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Oscar Watch: Weinstein Co. Adds Director Madonna’s Sophomore Film W.E. to Holiday Line-Up

Oscar Watch: Weinstein Co. Adds Director Madonna's Sophomore Film W.E. to Holiday Line-Up

The Weinstein Co. has added Madonna’s latest, W.E. (as in Wallis and Edward), an examination of their romance starring Abbie Cornish (Bright Star, Sucker Punch), Andrea Riseborough (Never Let Me Go), James D’Arcy (Master and Commander: The Far Side of the World) and Oscar Isaac (Drive), to its holiday line-up with a December 9 release date. That’s prime Oscar real estate, and it costs money to support a movie in platform release in New York and L.A. during that crowded time frame. So the company believes in this one; we’ll see it on the fall fest circuit, probably starting with Venice in August. Obviously Wallis Simpson and King Edward VIII were key figures in TWC Oscar-winner The King’s Speech; the Weinsteins have good instincts for what will play with the Academy–and perhaps crucially in this case, the Hollywood Foreign Press Association, which has given Madonna five Golden Globe song nominations and a best actress in a musical win for Evita.

The Weinsteins have never shied away from multi-tasking during awards season (or meddling in the editing room)–they often wait to see which of their films pulls ahead of the pack and let the weak ones fall behind. But Madonna’s movie will have to be pretty good to compete with the likes of much-anticipated Meryl Streep biopic The Iron Lady, Ralph Fiennes’ Berlin hit Coriolanus, which has strong buzz for Vanessa Redgrave, My Week with Marilyn, starring Oscar perennial Michelle Williams, and Cannes hit The Artist, starring Palme d’Or winner Jean Dujardin.

TWC plans to expand the film to more markets in December and go wide by mid-January. That will depend on how the movie plays and is reviewed. While TWC asserts that the film is Madonna’s narrative feature directorial debut, she has directed before (2008’s badly reviewed Filth and Wisdom) and has taken a strong hand in other films she’s participated in, from the disastrous Shanghai Surprise opposite then partner Sean Penn and ex-husband Guy Ritchie’s 2002 Swept Away remake to Alek Keshishian’s Truth or Dare, which the Weinsteins’ Miramax debuted at Cannes in 1991.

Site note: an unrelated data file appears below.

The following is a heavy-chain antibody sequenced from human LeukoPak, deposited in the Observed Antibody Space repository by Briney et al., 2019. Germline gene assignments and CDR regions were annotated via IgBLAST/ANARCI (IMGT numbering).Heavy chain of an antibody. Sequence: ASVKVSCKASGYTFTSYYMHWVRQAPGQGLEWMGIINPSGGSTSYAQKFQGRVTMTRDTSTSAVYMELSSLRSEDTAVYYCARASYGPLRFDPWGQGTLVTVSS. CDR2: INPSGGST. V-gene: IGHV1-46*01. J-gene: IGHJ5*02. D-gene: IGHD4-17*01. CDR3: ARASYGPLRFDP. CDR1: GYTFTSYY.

A world-renowned performer/chameleon/celebrity, Madonna, 52, is a smart cookie. But she has never been a great actress (she did best in films with strong directors, Desperately Seeking Susan, Evita and boyfriend Warren Beatty’s Dick Tracy). One can see how she would relate to this interwoven two-period story about a young New Yorker in 1998 (Cornish) obsessed with finding out the true story of divorcee Simpson (Riseborough) who inspired King Edward (James D’Arcy) to renounce his throne. It was the media story of its time, controversial and often misreported. We find out what happened, behind closed doors, in the decades after he gave up his crown.

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